The Internet TESL Journal

The Daily Word: How I Use It

Tomoyasu Kimura

The Daily Word web site is at (URL updated on June 20, 2005)
Note: There is now no telephone service.

It is my great pleasure to write about Daily Word, one of my favorite programs. Ever since my junior high school days I have taken an interest in English. I am not a student of any school, but I am a student of English and hope I will be one for the rest of my life because Daily Word has helped me to realize that this international language is worth devoting my life to. I am now a teacher of Aichi Prefecture Chigusa Senior High School, but it is not there that I encountered this excellent program for the first time.

When I was introduced to Daily Word, I was working for Aichi Prefecutre Okazaki Nishi Senior High School. One day when I was waiting, one of my friends approached me and recommended I dial 052-7694-6422 to listen to a telephone message called Daily Word. On that evening, I listened and found it very interesting. Since then I have been listening to it for more than ten years, so I would like to take this opportunity to suggest several ways of using it which can be useful in improving one's English.

First of all, I recommend you listen to it on a regular basis. I listen to it first in the morning after I get up. At first, I tried to tape each message and write down every word and sentence as I listened to the tape over and over. I find it useful for increasing my vocabulary and improving my listening ability. However, I found it very difficult to spare enough time for that practice. Listening to Daily Word on the phone, which lasts for less than two minutes, is the minimum. If your time permits, you can try many other ways.

One such way is to listen to the message for easy or difficult words. If you are in the early stage of English learning, you should focus on the content of the message and count the number of words you can understand easily. You may find each message made up of many difficult words, but don't get discouraged. The message, as far as I have observed, is not easy for junior or high school students in Japan. You should follow the general flow of thought, and try to increase your vocabulary little by little by listening. If you are an advanced student, you should try to find difficult words from each message. This is what I do now. When I am too busy with my work and cannot spare any time except the time of listening to the message, I count the number of difficult words which I cannot catch as I listen to the message. Later I study those words in the written message I sent for beforehand.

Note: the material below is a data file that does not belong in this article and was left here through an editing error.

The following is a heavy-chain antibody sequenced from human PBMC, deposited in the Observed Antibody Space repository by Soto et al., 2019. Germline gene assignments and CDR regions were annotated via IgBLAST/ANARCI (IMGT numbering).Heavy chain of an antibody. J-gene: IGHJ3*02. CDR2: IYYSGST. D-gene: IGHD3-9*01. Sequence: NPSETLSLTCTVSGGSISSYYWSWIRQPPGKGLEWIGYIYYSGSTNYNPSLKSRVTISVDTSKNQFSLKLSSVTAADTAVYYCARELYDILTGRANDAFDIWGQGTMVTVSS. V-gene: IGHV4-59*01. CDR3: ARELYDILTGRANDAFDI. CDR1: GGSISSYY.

Another way is to summarize each message. After I listen, I try to sum it up in Japanese or in English. I also recommend this to my students, for it helps them improve their reading comprehension

Still another way is to write an essay on a theme dealt with in the message. For example, there was an interesting message for December 13, so I used the whole message in two ways. The message was used in an English writing class for third-year students. First, the students were expected to translate the underlined sentences into English. Next, my students were recommended to write a short essay of, say, about l00 words, on the theme of "Japanese students and their study".

Finally, I would like to mention the practice of reading aloud the message over and over again. Kunihiro Masao, a former instructor of an NHK TV English program, once recommended we read aloud an interesting English text over and over again until we can master it. He recommended we use an English textbook for the third year students of junior high school. Following his advice, I read aloud the textbook over 500 times. I now realized this content was too simple. The Daily Word, however, provides us with many interesting messages worth reading aloud even 1000 times.

The Internet TESL Journal, Vol. III, No. 3, March 1997